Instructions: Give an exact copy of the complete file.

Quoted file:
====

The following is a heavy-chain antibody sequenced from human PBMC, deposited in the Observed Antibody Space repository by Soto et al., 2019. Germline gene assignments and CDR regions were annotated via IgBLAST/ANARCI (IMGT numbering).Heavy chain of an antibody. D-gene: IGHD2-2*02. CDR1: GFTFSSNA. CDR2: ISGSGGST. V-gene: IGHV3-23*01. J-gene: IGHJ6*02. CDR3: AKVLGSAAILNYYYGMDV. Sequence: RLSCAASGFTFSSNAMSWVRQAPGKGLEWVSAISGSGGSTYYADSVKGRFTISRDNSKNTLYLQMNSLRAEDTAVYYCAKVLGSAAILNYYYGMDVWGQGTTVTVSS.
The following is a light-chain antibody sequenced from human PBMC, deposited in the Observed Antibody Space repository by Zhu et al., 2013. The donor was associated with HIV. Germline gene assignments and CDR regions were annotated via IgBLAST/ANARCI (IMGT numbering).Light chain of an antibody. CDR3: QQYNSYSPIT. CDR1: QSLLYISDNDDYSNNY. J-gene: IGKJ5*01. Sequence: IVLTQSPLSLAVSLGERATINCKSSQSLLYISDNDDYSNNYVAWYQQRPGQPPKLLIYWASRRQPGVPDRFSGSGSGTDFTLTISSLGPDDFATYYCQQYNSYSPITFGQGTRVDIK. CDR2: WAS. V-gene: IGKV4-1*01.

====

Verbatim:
The following is a heavy-chain antibody sequenced from human PBMC, deposited in the Observed Antibody Space repository by Soto et al., 2019. Germline gene assignments and CDR regions were annotated via IgBLAST/ANARCI (IMGT numbering).Heavy chain of an antibody. D-gene: IGHD2-2*02. CDR1: GFTFSSNA. CDR2: ISGSGGST. V-gene: IGHV3-23*01. J-gene: IGHJ6*02. CDR3: AKVLGSAAILNYYYGMDV. Sequence: RLSCAASGFTFSSNAMSWVRQAPGKGLEWVSAISGSGGSTYYADSVKGRFTISRDNSKNTLYLQMNSLRAEDTAVYYCAKVLGSAAILNYYYGMDVWGQGTTVTVSS.
The following is a light-chain antibody sequenced from human PBMC, deposited in the Observed Antibody Space repository by Zhu et al., 2013. The donor was associated with HIV. Germline gene assignments and CDR regions were annotated via IgBLAST/ANARCI (IMGT numbering).Light chain of an antibody. CDR3: QQYNSYSPIT. CDR1: QSLLYISDNDDYSNNY. J-gene: IGKJ5*01. Sequence: IVLTQSPLSLAVSLGERATINCKSSQSLLYISDNDDYSNNYVAWYQQRPGQPPKLLIYWASRRQPGVPDRFSGSGSGTDFTLTISSLGPDDFATYYCQQYNSYSPITFGQGTRVDIK. CDR2: WAS. V-gene: IGKV4-1*01.